.55 .80 .02 .73 .78 .37 .75 1.40 .24 .78 .54 .63 20 .82 15.92
.58 .89 1.04 .77 .77 .38 .71 1.29 .26 .74 .51 .61 .20 .81 16.53
1.05 1.11 1.02 1.06 .99 1.03 .95 .92 1.08 .95 .94 .97 1.00 .98 1.04
.60 .82 1.08 .78 .83 .39 .80 158 .26 .84 .61 .68 2\ .89 16.13
.73 1.02 1.23 .93 .91 .46 .83 1.60 .32 .89 .64 .74 23 .98 17.99
1.21 1.24 1.14 1.19 1.10 1.18 1.04 1.01 1.23 1.06 1.05 1.09 1.10 1.10 1.12
WMCSM = ratios between the two diets.
BAI ET AL.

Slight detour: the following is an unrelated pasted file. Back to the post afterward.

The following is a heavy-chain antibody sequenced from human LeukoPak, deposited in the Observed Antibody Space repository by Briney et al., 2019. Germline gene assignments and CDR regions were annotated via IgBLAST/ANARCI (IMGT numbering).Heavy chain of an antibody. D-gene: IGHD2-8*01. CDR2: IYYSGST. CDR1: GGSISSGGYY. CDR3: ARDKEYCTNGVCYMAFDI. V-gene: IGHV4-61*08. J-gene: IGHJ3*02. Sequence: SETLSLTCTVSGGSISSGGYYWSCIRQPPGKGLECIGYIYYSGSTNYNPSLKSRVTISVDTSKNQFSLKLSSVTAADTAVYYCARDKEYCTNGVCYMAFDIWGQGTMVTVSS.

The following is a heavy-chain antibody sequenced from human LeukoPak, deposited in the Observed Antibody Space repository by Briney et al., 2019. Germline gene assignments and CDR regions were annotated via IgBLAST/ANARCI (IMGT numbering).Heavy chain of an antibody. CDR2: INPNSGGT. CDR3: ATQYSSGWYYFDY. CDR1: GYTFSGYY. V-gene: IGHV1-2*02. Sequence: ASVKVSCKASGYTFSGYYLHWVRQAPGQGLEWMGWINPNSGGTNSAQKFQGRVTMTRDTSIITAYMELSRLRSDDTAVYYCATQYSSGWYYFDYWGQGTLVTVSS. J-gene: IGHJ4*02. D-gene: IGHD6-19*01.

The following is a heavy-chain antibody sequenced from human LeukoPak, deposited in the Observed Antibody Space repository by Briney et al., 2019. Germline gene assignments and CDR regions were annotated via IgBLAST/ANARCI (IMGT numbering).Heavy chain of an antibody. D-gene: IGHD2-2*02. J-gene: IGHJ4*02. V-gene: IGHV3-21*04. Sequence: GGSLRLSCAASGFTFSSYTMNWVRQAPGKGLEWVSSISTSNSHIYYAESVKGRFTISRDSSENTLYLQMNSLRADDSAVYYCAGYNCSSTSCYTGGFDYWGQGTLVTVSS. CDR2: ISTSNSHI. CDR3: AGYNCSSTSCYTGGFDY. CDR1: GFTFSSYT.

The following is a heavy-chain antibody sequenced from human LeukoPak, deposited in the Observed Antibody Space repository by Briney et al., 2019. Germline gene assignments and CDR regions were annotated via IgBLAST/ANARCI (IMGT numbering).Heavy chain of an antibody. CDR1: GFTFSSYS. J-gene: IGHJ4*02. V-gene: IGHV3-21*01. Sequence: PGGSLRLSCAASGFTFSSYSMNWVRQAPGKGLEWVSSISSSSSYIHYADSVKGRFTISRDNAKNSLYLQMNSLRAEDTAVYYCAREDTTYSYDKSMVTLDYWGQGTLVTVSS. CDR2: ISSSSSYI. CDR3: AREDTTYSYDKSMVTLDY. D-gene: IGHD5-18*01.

not significantly different among the treat- increased the intake of vitamins and ments. The body weights of Strain D at 18 minerals. Therefore, egg weight was inwk of age were significantly heavier than creased in Phase 2, probably because of those of the other strains in Experiment 2, the increased intake of amino acids and and the body weights of Strains A and E CP. In summary, including WM in laying at age of 18 w k were heavier than those of Strains B and F in Experiment 3 (Table 5). hen diets resulted in reasonable to excelLaying hens fed the 25% WM diet had lent hen-day egg production with inhigher final body weights than those fed creased feed intake and increased egg the CSM diet in both experiments but it weight (Experiments 2 and 3). All strains was significant only in Experiment 3. tested responded to the WM diet similarLivability was excellent in all treatments ly. Six strains of laying hens showed and was not significantly different among similar hen-day egg production, but strains or between diets in Experiments 2 strains differed in egg weight, and consequently producers should select strains and 3. To determine why the egg weight was depending on whether eggs are sold by higher in Phase 2 of each year for the the dozen or by case weight. laying hens fed the 25% WM diets in Experiments 2 and 3 (Table 3 and Figure REFERENCES 3), daily consumption of amino acids and CP for Period 2 (Weeks 23 to 26, repre- Haugh, R. R., 1937. The Haugh unit for measuring egg quality. U.S. Egg Poultry Mag. 43(9): senting Phase 1) and for Period 11 (Weeks 552-555, 572-573. 59 to 62, representing Phase 2) of Experi- Heiman, V., and J. S. Carver, 1935. The yolk color index. U.S. Egg Poult. Mag. 42(8):40-42. ment 2 were calculated by multiplying the amino acid content of the two diets with Leclercq, B., 1975. Energy requirements of avian species. Page 133 in: Nutrient Requirements of feed intake, as shown in Table 6. The Poultry and Nutritional Research. C. Fisher and ratios of each amino acid and CP between K. N. Boorman, ed. Butterworths, London, the two diets were approximately equal to England. 1 in Period 2 but were greater than 1 in National Research Council, 1984. Nutrient Requirements of Poultry. 8th rev. ed. National AcaPeriod 11. Both diets were formulated to demic Press. Washington, DC. contain the same percentage of CP; the Patterson, P. H., M. L. Sunde, E. M. Schieber, and W. lower levels of ME of the 25% WM diet W. White, 1988. Wheat middling as an alternate feedstuff for laving hens. Poultry Sci. 67: resulted in an increased feed intake. The 1329-1337. ME consumption (kilocalories per hen per Renden, J. A., 1987. Egg production efficiency in day) was similar between the CSM and dwarf lines selected for high and low body the 25% WM diets (259 versus 246 in weights as influenced by feed restriction. Poultry Sci. 66:1085-1089. Period 2 and 289 versus 275 in Period 11, respectively). The increments of feed in- SAS Institute, 1985. SAS® User's Guide. Version 5 Edition. SAS Institute Inc., Cary, NC. take of laying hens fed the 25% WM diet Slinger, S. J., W. F. Peper, and I. Motzok, 1950. over those fed the CSM diet were similar Factors affecting the salt requirements of chickin both periods, which proportionally ens. Poultry Sci. 29:780.(Abstr.)